6. When the temperature rises above 60° F: runners slow down by 30 seconds a mile for every 5 degrees above 60° F. Walkers slow down enough to avoid huffing and puffing.

7. Run Walk Run ratio should correspond to the pace used (Runners).
8 min/mi—run 4 min/walk 35 seconds
9 min/mi— 4 min run-1 min walk
10 min/mi—-3:1
11 min/mi—2:30-1
12 min/mi—-2:1
13 min/mi—-1:1
14 min/mi—30 sec run/30 sec walk
15 min/mi—30 sec/45 sec
16 min/mi—30 sec/60 sec

8. Walkers use the walk-shuffle ratio that works for you to avoid huffing and puffing

9. It is fine to do cross training on Monday, Wednesday and Friday if you wish. There will be little benefit to your running/walking in doing this, but you’l increase your fatburning potential. Don’t do exercises like stair machines that use the calf muscle on cross training days.

10. Be sure to take a vacation from strenuous exercise on the day before your weekend runs/walks.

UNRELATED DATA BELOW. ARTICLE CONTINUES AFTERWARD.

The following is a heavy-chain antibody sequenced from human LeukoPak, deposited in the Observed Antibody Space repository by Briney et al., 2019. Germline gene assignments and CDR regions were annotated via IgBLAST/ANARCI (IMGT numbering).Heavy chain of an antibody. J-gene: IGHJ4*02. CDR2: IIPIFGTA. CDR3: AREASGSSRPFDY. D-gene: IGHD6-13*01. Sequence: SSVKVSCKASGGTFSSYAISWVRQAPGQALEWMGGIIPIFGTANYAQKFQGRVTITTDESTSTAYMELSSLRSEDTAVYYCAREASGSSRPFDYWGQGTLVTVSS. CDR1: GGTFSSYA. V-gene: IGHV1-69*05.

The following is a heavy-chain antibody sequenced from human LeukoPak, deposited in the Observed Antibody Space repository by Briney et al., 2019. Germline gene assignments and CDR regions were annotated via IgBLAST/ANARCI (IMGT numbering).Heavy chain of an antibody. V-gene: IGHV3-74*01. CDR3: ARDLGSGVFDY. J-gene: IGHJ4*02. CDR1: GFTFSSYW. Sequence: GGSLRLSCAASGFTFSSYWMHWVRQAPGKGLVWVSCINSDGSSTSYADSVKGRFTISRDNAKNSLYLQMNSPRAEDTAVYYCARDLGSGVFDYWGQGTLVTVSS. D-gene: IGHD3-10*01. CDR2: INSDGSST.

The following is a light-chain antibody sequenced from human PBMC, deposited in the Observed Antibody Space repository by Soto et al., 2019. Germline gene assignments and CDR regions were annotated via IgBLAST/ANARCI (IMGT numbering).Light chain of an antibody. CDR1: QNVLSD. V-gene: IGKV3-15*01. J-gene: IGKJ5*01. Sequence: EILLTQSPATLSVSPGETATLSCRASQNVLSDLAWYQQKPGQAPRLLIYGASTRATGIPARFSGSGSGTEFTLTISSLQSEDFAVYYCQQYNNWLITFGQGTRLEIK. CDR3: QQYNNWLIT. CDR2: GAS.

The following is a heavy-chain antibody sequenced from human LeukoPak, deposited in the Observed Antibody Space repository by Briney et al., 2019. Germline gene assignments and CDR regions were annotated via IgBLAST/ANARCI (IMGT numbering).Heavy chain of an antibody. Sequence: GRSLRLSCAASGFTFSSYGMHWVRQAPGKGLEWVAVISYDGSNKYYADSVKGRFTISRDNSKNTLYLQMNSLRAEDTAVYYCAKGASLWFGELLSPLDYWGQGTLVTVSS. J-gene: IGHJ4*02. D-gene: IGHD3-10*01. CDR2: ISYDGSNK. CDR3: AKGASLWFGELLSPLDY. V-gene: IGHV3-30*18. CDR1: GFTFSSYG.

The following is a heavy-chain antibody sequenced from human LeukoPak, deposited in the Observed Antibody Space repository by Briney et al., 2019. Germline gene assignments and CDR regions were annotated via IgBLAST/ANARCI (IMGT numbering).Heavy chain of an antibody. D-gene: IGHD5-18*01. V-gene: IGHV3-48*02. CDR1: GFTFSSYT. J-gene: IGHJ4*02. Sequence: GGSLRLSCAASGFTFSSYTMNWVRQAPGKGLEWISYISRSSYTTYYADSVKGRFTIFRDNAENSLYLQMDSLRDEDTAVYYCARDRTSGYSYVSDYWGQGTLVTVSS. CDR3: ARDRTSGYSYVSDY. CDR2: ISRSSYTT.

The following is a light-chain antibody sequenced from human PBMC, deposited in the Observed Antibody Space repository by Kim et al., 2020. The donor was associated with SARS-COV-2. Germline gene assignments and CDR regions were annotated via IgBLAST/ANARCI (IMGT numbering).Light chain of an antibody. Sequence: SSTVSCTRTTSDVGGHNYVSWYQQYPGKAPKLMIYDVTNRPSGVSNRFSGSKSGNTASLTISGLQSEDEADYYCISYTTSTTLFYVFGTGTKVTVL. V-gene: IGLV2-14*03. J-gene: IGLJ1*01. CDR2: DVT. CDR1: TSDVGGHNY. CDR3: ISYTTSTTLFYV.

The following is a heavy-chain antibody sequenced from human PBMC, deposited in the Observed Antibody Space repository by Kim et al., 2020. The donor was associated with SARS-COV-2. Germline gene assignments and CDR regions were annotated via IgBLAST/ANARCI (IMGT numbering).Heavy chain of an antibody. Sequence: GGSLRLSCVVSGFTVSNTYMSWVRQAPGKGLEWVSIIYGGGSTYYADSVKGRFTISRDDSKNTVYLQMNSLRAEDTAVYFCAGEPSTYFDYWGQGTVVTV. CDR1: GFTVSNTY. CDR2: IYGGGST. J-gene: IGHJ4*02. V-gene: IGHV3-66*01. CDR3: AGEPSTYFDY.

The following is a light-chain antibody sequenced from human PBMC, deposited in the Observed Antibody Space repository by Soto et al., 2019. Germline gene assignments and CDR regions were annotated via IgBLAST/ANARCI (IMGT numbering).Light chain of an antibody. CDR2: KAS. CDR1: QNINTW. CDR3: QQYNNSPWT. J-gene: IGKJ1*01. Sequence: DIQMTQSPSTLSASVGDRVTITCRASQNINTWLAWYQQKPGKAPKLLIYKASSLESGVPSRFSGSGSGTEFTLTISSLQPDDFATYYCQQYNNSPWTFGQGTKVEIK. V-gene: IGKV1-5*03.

11. An optional pace run TT is noted on the Tuesday run. To get used to a pace you want to run in the race itself, time yourself for a mile, and take the walk breaks as you will do them in the race.

12. Have fun!

Half Marathon Training Schedule for Runners and Walkers
Week Monday Tuesday TT Wednesday Thursday Friday Saturday Sunday
1 off 30 min run off 25 min run easy walk off 3 miles
2 off 30 min run off 30 min run easy walk off 4 miles
3 off 30 min run off 30 min run easy walk off 5 miles
4 off 30 min run off 30 min run easy walk off 2.5 miles
5 off 30 min run off 30 min run easy walk off 6.5 miles
6 off 30 min run off 30 min run easy walk off 3 miles with MM
7 off 30 min run off 30 min run easy walk off 8 miles
8 off 30 min run off 30 min run easy walk off 3 miles with MM
9 off 30 min run off 30 min run easy walk off 9.5 miles
10 off 30 min run off 30 min run easy walk off 4 miles
11 off 30 min run off 30 min run easy walk off 11 miles
12 off 30 min run off 30 min run easy walk off 4 miles with MM
13 off 30 min run off 30 min run easy walk off 12.5 miles